September 2015
Volume 15, Issue 12
Free
Vision Sciences Society Annual Meeting Abstract  |   September 2015
Does donepezil improve visual stimuli detection and perceptivo-cognitive performance of heathy young adults ?
Author Affiliations
  • Mira Chamoun
    Laboratoire de neurobiologie de la cognition visuelle, Ecole d'optometrie Université de Montreal
  • Frédéric Huppé-Gourgues
    Laboratoire de neurobiologie de la cognition visuelle, Ecole d'optometrie Université de Montreal
  • Isabelle Legault
    Laboratoire de psychophysique et de perception visuelle, Ecole d'optometrie Université de Montreal
  • Pedro Rosa-Neto
    Laboratoire de neuroimagerie translationnelle (LNT), Institut Douglas Université McGill
  • Jocelyn Faubert
    Laboratoire de psychophysique et de perception visuelle, Ecole d'optometrie Université de Montreal
  • Elvire Vaucher
    Laboratoire de neurobiologie de la cognition visuelle, Ecole d'optometrie Université de Montreal
Journal of Vision September 2015, Vol.15, 1133. doi:10.1167/15.12.1133
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      Mira Chamoun, Frédéric Huppé-Gourgues, Isabelle Legault, Pedro Rosa-Neto, Jocelyn Faubert, Elvire Vaucher; Does donepezil improve visual stimuli detection and perceptivo-cognitive performance of heathy young adults ?. Journal of Vision 2015;15(12):1133. doi: 10.1167/15.12.1133.

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      © 2017 Association for Research in Vision and Ophthalmology.

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Abstract

Donepezil enhances the cholinergic synaptic transmission in the brain by inhibiting the enzyme that metabolizes acetylcholine in the synaptic cleft, thereby prolonging the action of this neurotransmitter. It has been demonstrated that chronic administration of donepezil increases perceptual learning. Our study examines the effect of acute administration of donepezil on first and second order visual stimuli detection on one hand and on perceptual-cognitive performance on the other hand. A double-blind, placebo controlled design was used to evaluate the effect of cholinergic enhancement - donepezil administration (5 mg, given per os) - on visual attention using two different attention tasks. 10 young healthy adults were enrolled in each group. The task was performed 3 hours after the donepezil (or placebo) intake to synchronize with the peak plasma concentration of the drug. We started by testing the first and second order visual detection for motion and direction using the Neurominder task (Habak & Faubert, 2000) before and after taking donepezil. Motion and direction identification thresholds for the first order and second order visual detection were identical before and after donepezil intake. The multifocal attention of the participant was tested by the multiple object tracking task (Legault and Faubert, 2012). During this perceptual-cognitive task, the observer is required to simultaneously track multiple moving items among distracters in a dynamic virtual reality environment. The task is repeated once a week during 5 weeks to test the effect of learning. The speed thresholds in the MOT task increased significantly in each session in the same range for both donepezil and control groups. Our results suggest that an acute 5mg dose of donepezil might not be sufficient to elicit perceptual-cognitive or visual detection performance improvement when given to healthy young subjects. Additional studies are needed to better define the involvement of acetylcholine enhancement on perceptual learning/attentional tasks.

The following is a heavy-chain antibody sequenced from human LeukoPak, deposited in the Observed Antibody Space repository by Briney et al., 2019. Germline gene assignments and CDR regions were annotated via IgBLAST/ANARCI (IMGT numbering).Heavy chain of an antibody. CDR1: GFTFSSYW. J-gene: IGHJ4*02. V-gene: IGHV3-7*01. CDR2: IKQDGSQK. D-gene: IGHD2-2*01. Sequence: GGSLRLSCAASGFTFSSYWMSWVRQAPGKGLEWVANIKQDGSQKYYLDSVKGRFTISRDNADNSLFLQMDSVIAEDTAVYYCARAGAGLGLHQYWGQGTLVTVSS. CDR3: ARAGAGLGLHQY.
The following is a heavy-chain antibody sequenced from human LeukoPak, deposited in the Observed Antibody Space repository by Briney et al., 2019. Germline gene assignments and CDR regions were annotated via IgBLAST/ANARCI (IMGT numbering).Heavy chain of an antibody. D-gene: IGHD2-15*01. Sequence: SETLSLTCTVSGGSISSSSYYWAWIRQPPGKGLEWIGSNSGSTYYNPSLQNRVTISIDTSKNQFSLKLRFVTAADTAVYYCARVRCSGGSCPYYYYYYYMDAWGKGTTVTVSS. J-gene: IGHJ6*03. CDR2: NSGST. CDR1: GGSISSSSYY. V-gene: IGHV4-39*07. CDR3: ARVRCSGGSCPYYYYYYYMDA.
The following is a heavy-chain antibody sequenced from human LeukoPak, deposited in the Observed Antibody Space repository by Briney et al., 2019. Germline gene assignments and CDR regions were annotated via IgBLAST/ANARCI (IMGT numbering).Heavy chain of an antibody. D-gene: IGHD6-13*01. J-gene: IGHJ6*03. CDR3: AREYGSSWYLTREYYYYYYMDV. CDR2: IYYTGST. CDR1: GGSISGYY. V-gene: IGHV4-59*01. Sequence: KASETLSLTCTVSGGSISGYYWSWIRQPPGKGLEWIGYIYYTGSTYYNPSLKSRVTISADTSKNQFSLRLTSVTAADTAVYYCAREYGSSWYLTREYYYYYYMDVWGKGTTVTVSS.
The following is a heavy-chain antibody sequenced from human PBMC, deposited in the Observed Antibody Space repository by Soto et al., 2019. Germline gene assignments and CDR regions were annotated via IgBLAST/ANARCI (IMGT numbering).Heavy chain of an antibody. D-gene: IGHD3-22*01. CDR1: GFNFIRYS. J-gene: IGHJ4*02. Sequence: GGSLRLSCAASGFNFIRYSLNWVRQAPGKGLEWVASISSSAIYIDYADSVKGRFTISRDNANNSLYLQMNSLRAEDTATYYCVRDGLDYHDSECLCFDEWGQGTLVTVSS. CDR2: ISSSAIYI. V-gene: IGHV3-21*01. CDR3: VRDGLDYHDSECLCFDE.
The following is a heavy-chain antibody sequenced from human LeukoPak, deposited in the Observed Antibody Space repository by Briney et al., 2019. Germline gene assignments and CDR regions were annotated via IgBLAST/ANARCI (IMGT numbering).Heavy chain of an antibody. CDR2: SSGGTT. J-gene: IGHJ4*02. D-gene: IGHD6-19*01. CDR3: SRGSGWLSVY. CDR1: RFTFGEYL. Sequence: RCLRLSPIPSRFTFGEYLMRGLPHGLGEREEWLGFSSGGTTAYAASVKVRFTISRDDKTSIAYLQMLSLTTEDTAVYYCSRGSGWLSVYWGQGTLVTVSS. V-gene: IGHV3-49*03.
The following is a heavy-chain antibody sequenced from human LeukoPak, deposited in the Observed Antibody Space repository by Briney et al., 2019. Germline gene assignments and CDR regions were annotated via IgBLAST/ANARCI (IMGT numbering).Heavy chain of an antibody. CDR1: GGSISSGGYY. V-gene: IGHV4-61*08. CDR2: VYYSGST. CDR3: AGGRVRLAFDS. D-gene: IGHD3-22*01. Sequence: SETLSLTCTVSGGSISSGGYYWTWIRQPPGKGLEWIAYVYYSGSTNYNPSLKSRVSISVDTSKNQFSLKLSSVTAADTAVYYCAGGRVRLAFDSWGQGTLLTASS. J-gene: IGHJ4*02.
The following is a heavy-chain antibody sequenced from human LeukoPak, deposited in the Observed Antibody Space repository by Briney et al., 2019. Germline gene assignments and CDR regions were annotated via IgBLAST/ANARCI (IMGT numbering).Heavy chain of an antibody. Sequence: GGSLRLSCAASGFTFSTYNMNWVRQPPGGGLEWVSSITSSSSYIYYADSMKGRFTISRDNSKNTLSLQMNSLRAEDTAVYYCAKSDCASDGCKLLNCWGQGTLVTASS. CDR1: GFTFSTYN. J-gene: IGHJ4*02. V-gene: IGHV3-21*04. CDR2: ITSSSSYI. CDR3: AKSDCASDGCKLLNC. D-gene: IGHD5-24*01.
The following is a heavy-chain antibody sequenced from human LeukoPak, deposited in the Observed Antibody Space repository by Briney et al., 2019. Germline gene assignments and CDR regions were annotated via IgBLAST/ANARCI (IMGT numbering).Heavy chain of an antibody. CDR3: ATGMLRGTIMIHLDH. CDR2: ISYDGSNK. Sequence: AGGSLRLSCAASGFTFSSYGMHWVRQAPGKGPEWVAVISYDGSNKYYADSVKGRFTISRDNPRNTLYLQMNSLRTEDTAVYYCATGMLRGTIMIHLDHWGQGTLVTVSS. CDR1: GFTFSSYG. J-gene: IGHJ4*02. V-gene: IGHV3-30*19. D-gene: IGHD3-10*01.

Meeting abstract presented at VSS 2015

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